Price Controls Will Help Insurers, Not Patients

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Ronald Reagan used to joke about the scariest sentence in the English language: I’m from the government, and I’m here to help. But let’s not forget the most expensive sentence in the English language: I’m from the government, and I’m here to save you money.

That’s what proposed legislation called the Lower Health Care Costs Act (LHCC), dubbed RINO Care by some in the limited government movement, promises to do – somehow save you money. What it will do is something else entirely. And we know exactly what it will do because it’s been done to us before. Remember the Affordable Care Act? President Barack Obama promised, "If you like the plan you have, you can keep it.  If you like the doctor you have, you can keep your doctor, too. The only change you’ll see are falling costs as our reforms take hold." PolitiFact named Obama’s health care promise the “Lie of the Year for 2013.”

The LHCC arose in response to the rising and troubling issue of surprise billing, i.e., medical charges incurred for care not covered by a patient’s insurance plan. These charges are generally sustained when a patient requires urgent medical care, as in an emergency when you don’t have time to find out whether the physician offering the urgent care is in your network. The patient is treated, however the hospital bill and the costs for care are not paid. Although the patient has insurance, the insurance company refuses payment.

Many of the largest insurance companies, Anthem, for example, often refuse to pay for treatment deemed non-emergency after the fact. In effect, requiring the patient to self-diagnose and hope that the chest pains he's feeling are just indigestion and not a heart attack; or skip the hospital visit after an auto accident. If the patient gets it wrong, there are serious health consequences. Or, if the patient gets it right (and there are network or insurance snafus), the patient gets an outlandish bill.

These surprise bills are routinely colossal, often life-changing. Why? Because individuals do not have the leverage, like a big insurance network, to negotiate better price points.

The price negotiated by the insurance company is often half (or less than half) what a patient with a denied claim ultimately must pay. Such bills could cost a patient a life savings or their home. In other cases, the patient can’t pay at all, and doesn’t have any assets to seize, so the debt is either restructured for pennies on the dollar or simply written off. However, we all end up paying for that through higher premiums and greater medical costs. You pay more, and the entire health care system costs more.

Doctors, who often go into six-figure debt to become doctors and pay six-figure bills for obligations like medical malpractice insurance to remain doctors, also get stiffed. Their fees don't get paid. And in a time when doctor shortages are a real threat to our health, making it more difficult for physicians to practice medicine will only make our health care troubles worse.

There is one winner, though.

The insurance companies. By denying claims, they make money. Especially when they’re still charging the patients, whose claims they’ve denied, sky-high premiums for coverage they didn’t get. More, some patients never seek the care they need because they fear the denied claim. Big Insurance wins. Patients lose.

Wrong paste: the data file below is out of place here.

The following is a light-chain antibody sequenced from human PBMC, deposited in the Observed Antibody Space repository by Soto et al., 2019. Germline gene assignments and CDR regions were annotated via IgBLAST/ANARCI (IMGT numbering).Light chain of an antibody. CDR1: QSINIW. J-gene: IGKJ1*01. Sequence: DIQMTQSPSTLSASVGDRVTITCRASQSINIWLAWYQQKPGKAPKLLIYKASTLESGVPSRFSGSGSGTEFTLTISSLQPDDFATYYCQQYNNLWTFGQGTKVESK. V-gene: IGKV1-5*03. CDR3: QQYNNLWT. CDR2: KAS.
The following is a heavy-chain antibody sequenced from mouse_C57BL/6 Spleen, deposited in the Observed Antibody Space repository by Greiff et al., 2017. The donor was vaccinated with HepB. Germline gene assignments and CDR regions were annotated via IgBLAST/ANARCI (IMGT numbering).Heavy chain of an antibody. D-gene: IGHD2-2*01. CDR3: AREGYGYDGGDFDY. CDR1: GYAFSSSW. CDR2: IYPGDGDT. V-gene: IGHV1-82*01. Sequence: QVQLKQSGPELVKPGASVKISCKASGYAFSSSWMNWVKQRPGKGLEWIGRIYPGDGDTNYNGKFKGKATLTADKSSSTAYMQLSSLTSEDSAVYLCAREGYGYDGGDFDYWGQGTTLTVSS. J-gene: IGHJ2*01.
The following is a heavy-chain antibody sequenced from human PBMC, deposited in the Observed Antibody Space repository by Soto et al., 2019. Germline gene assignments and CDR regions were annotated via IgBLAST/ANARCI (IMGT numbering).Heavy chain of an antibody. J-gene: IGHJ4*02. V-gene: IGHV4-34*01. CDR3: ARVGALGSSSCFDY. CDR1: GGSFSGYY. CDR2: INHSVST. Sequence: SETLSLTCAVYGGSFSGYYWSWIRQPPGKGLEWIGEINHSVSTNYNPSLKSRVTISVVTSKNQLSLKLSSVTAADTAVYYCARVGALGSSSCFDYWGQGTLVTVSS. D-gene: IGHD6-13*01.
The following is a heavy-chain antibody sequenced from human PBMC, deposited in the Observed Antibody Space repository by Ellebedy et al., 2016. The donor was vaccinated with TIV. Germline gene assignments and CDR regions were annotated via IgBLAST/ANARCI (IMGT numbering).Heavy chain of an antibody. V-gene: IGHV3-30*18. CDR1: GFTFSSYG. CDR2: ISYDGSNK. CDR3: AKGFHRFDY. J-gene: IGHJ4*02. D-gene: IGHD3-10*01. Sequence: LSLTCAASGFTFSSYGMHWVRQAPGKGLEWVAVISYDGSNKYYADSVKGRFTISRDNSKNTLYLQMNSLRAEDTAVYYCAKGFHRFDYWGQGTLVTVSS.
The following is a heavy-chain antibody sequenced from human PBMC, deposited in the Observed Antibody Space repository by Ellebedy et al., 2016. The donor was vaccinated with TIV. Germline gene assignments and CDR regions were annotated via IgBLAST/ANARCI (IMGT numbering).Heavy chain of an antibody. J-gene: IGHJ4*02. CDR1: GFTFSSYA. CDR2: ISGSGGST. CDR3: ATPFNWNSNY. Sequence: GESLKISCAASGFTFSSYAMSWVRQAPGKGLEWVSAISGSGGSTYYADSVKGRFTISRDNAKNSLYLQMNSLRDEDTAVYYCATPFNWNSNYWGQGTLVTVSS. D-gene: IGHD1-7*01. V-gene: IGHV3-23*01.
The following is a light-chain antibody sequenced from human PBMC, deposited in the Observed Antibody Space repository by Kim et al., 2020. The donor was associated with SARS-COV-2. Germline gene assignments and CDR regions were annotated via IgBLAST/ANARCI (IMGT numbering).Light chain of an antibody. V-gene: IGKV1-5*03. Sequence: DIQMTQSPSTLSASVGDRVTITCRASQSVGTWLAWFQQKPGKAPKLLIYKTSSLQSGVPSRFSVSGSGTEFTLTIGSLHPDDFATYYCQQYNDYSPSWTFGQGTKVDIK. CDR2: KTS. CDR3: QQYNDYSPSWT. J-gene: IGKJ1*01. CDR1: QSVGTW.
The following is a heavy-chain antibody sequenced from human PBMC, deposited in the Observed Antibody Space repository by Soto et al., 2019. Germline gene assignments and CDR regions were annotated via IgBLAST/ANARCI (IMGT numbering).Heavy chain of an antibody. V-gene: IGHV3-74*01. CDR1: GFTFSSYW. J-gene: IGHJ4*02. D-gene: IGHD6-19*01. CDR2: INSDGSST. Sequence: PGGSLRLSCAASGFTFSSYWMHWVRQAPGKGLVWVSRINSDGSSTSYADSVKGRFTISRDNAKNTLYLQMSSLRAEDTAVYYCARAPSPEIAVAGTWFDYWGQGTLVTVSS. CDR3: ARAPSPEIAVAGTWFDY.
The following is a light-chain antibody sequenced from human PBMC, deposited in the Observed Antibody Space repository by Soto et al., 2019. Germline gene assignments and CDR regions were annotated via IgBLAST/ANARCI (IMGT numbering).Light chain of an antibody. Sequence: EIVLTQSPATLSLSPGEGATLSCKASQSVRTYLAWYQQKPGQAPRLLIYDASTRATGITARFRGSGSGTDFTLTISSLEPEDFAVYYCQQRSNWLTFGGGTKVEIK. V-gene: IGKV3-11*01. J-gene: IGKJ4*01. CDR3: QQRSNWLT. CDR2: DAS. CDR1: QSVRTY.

But wait … the Lower Health Care Costs Act will fix this unsustainable predicament of surprised medical bills. Right? Yes (sort of), in the same way the iceberg fixed the Titanic.

The LHCC does not require insurance companies to provide the promised coverage – coverage that cost thousands of dollars in premium costs. The new legislation does not set up an arbitration system to mediate between providers and patients when insurance won't cover a claim. No, the LHCC would impose a one-size-fits-all system that relies on across-the-board price controls for all medical services. At its core, the LHCC is no different than Bernie Sander’s Medicare-for-All or Obamacare – so-called health reform that would stifle innovation and hurt medical progress.

A supposed ‘median in-network rate’ would be charged regardless of the particulars of any health insurance plan. But instead of tamping down costs, it would shift them. And generalize them. For instance, insurance companies will simply raise premiums across-the-board. So, rather than some people getting a hefty surprise bill (an issue we can fix through patient-centric reform), everyone gets the bill in the form of higher costs, stifled innovation, and more health care dysfunction.

If the LHCC becomes law, we’ll all get a huge surprise bill: less care, fewer doctors, and higher costs. Doctors and hospitals will limit the care they give to firewall themselves against costs they can't bear and bills they can't collect. Only in Washington is the cure worse than the disease.

This is the inevitable result of price controls – less care, higher costs, limited access, and fewer innovations. There is a reason there were bread lines in Russia before the Wall came down; and it's the same reason people are still driving 50-year-old jalopies in Cuba; and why there are food riots today in Venezuela. It’s the reason why we have a crisis in our own Veterans Administration – government-care is too often no care.

Ultimately, price controls make everything more expensive. And it’s usually those who can least afford it who end up with the (surprise) bill.

Jerry Rogers is the founder of Capitol Allies and the host of “The Jerry Rogers Show” on WBAL NewsRadio. Twitter: @CapitolAllies.

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